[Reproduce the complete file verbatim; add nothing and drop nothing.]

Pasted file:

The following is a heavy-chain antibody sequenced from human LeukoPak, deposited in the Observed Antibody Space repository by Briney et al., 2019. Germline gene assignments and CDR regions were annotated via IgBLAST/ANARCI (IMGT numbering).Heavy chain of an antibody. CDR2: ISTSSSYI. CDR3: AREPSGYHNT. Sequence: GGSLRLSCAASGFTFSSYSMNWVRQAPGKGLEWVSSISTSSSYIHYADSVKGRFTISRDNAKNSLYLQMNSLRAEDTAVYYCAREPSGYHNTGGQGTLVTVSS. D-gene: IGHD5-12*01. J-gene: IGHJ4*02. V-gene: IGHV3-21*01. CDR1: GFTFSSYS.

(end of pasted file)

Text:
The following is a heavy-chain antibody sequenced from human LeukoPak, deposited in the Observed Antibody Space repository by Briney et al., 2019. Germline gene assignments and CDR regions were annotated via IgBLAST/ANARCI (IMGT numbering).Heavy chain of an antibody. CDR2: ISTSSSYI. CDR3: AREPSGYHNT. Sequence: GGSLRLSCAASGFTFSSYSMNWVRQAPGKGLEWVSSISTSSSYIHYADSVKGRFTISRDNAKNSLYLQMNSLRAEDTAVYYCAREPSGYHNTGGQGTLVTVSS. D-gene: IGHD5-12*01. J-gene: IGHJ4*02. V-gene: IGHV3-21*01. CDR1: GFTFSSYS.